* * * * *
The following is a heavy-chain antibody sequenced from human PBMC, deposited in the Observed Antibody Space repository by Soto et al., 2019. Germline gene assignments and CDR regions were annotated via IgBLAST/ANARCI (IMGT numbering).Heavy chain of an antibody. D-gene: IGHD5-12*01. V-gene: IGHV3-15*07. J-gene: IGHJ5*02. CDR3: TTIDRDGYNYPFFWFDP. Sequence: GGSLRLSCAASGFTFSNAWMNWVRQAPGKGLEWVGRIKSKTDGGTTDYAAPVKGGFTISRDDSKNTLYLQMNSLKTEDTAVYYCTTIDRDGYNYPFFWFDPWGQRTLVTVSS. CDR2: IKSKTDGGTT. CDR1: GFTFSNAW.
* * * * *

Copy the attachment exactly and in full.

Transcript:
The following is a heavy-chain antibody sequenced from human PBMC, deposited in the Observed Antibody Space repository by Soto et al., 2019. Germline gene assignments and CDR regions were annotated via IgBLAST/ANARCI (IMGT numbering).Heavy chain of an antibody. D-gene: IGHD5-12*01. V-gene: IGHV3-15*07. J-gene: IGHJ5*02. CDR3: TTIDRDGYNYPFFWFDP. Sequence: GGSLRLSCAASGFTFSNAWMNWVRQAPGKGLEWVGRIKSKTDGGTTDYAAPVKGGFTISRDDSKNTLYLQMNSLKTEDTAVYYCTTIDRDGYNYPFFWFDPWGQRTLVTVSS. CDR2: IKSKTDGGTT. CDR1: GFTFSNAW.